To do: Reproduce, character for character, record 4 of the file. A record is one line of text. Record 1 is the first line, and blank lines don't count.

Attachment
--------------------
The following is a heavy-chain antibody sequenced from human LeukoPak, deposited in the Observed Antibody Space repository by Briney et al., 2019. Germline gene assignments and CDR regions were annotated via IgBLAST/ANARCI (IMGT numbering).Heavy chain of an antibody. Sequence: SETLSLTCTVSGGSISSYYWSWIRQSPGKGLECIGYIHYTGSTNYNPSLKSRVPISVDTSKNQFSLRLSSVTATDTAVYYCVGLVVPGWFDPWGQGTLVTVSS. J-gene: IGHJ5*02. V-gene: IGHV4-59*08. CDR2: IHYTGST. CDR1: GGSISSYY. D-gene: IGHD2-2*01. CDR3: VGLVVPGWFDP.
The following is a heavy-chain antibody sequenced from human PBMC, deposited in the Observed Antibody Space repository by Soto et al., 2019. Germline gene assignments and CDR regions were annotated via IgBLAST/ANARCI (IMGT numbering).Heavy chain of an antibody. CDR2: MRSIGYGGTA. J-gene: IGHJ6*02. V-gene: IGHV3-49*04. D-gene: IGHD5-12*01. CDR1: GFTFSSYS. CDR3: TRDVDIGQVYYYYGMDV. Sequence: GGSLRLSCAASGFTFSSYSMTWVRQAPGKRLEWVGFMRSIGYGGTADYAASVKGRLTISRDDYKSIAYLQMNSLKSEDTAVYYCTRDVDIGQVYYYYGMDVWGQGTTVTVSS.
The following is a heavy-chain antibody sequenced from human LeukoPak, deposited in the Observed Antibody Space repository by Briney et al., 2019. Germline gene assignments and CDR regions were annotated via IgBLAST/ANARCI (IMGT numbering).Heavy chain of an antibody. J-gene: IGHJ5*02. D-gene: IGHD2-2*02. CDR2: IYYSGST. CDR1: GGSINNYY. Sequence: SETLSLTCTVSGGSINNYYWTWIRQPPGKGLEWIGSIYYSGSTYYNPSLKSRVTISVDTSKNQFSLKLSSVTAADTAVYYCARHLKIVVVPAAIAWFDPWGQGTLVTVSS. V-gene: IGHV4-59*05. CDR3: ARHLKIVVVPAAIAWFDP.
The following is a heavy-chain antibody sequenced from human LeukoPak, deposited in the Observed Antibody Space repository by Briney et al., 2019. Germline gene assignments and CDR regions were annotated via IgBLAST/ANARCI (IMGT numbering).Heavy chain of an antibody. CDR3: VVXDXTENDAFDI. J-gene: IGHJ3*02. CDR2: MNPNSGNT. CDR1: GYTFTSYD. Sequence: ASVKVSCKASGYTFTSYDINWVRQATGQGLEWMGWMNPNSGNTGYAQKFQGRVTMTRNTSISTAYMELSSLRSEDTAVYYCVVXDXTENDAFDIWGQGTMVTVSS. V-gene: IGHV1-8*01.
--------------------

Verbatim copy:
The following is a heavy-chain antibody sequenced from human LeukoPak, deposited in the Observed Antibody Space repository by Briney et al., 2019. Germline gene assignments and CDR regions were annotated via IgBLAST/ANARCI (IMGT numbering).Heavy chain of an antibody. CDR3: VVXDXTENDAFDI. J-gene: IGHJ3*02. CDR2: MNPNSGNT. CDR1: GYTFTSYD. Sequence: ASVKVSCKASGYTFTSYDINWVRQATGQGLEWMGWMNPNSGNTGYAQKFQGRVTMTRNTSISTAYMELSSLRSEDTAVYYCVVXDXTENDAFDIWGQGTMVTVSS. V-gene: IGHV1-8*01.